F-Secure generated a lot of traffic in the blogosphere with their post declaring Java harmful and better to not be installed on computers. To me the only surprising part is the discussions this generated. Isn’t this old news? Principle of least privilege says to remove it if you don’t need it. So when you’re regularly updating an application for security fixes it may be time to consider alternatives.
F-Secure links Larry Seltzer’s month without Java from 2010. Brian Krebs posted a blog article around the same time recommending Java be removed. I couldn’t find an earlier article, but I thought Krebs had been banging this drum for much longer.
Removing software you don’t need certainly lowers the attack surface area. At work, I’d caution that you’re likely to find groups of users using Java for internal applications. If you don’t put Java on your system image, they are going to install the ancient version of Java supplied by their application developer. I found a couple users with Java 1.6.0 update zero. When I removed that and installed the latest Java 1.6, the application still worked fine. If you’re actively patching your environment having Java installed may not be that bad.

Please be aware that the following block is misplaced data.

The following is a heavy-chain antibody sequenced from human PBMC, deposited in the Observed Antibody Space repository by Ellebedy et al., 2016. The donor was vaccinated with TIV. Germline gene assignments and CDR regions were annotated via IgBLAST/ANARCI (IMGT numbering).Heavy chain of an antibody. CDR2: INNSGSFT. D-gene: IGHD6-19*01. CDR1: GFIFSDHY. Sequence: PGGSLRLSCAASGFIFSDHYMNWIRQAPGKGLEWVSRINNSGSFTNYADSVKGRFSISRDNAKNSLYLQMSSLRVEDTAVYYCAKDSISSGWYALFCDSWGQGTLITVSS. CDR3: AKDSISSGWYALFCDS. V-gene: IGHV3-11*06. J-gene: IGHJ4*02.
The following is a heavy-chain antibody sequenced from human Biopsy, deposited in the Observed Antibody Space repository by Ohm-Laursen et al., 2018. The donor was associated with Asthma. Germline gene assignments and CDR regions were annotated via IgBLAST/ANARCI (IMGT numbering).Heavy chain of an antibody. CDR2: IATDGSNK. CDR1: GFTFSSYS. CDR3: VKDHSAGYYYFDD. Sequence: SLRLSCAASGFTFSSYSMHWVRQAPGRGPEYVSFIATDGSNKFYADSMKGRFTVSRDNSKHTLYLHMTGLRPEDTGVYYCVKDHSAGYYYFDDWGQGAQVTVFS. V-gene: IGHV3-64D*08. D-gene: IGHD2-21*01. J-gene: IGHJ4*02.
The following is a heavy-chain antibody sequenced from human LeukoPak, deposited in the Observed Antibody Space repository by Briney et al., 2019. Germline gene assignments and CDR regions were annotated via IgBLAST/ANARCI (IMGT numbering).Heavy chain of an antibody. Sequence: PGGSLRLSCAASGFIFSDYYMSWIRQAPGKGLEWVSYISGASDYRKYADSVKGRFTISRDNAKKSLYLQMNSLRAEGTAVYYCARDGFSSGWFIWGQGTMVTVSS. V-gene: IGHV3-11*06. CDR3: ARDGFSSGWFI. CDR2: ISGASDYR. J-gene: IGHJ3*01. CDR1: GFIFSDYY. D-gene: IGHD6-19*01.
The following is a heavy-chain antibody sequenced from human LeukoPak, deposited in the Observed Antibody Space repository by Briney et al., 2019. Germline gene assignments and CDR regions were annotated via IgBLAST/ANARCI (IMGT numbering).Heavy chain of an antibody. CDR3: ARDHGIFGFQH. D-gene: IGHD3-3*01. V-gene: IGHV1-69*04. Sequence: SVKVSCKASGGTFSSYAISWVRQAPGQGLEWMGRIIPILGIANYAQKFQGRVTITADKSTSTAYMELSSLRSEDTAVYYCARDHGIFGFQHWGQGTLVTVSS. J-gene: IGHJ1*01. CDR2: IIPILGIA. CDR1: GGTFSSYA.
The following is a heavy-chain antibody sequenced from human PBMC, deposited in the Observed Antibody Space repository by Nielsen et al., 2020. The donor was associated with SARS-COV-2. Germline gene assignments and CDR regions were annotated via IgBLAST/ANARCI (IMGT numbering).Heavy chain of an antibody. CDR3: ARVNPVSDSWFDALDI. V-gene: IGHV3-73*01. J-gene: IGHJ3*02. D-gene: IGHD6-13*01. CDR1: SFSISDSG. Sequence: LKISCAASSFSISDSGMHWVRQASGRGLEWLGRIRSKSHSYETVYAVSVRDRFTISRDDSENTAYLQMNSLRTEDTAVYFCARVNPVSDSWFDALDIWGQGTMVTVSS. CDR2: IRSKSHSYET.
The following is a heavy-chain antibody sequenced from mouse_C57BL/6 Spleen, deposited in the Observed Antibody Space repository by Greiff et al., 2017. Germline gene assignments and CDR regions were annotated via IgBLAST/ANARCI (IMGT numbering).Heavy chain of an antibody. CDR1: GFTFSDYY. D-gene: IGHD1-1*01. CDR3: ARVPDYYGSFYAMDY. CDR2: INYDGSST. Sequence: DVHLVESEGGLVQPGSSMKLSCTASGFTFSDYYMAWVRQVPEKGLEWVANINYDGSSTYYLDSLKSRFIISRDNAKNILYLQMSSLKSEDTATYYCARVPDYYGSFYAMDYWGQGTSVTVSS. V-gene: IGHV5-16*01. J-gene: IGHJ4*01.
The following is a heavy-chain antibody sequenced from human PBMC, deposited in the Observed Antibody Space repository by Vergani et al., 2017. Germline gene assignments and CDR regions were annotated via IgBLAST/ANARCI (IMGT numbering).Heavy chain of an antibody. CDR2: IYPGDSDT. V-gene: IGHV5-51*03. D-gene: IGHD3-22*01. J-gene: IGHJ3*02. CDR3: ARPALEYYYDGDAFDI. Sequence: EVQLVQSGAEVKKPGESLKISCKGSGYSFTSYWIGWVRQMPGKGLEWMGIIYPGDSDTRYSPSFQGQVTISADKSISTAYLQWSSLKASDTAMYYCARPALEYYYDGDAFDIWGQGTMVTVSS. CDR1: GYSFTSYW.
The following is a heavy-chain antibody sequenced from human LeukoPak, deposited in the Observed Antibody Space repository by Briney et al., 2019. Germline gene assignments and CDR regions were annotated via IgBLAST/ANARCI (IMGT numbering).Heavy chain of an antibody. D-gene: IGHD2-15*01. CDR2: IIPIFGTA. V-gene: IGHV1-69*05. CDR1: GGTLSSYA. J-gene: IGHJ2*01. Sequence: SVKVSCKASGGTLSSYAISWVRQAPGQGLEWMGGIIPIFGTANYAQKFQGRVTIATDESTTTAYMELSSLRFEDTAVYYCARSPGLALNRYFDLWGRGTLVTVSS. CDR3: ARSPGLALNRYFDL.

The articles liked mention alternatives such as only allowing Java to run on specific sites. Sometimes I install Java only for use on my non-day-to-day browser. I’m not sure either solution scales into the enterprise where you have to account for all sorts of computer literacy.